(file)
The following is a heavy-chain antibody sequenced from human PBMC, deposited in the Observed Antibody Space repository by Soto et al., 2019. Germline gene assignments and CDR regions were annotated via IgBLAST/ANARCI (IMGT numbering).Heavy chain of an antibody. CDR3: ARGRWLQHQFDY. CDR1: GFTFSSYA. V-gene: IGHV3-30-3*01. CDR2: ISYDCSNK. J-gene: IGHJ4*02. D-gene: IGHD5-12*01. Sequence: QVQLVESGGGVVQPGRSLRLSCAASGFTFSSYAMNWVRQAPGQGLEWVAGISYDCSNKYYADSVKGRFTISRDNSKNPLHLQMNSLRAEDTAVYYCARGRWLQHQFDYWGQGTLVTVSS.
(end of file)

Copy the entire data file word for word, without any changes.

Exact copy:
The following is a heavy-chain antibody sequenced from human PBMC, deposited in the Observed Antibody Space repository by Soto et al., 2019. Germline gene assignments and CDR regions were annotated via IgBLAST/ANARCI (IMGT numbering).Heavy chain of an antibody. CDR3: ARGRWLQHQFDY. CDR1: GFTFSSYA. V-gene: IGHV3-30-3*01. CDR2: ISYDCSNK. J-gene: IGHJ4*02. D-gene: IGHD5-12*01. Sequence: QVQLVESGGGVVQPGRSLRLSCAASGFTFSSYAMNWVRQAPGQGLEWVAGISYDCSNKYYADSVKGRFTISRDNSKNPLHLQMNSLRAEDTAVYYCARGRWLQHQFDYWGQGTLVTVSS.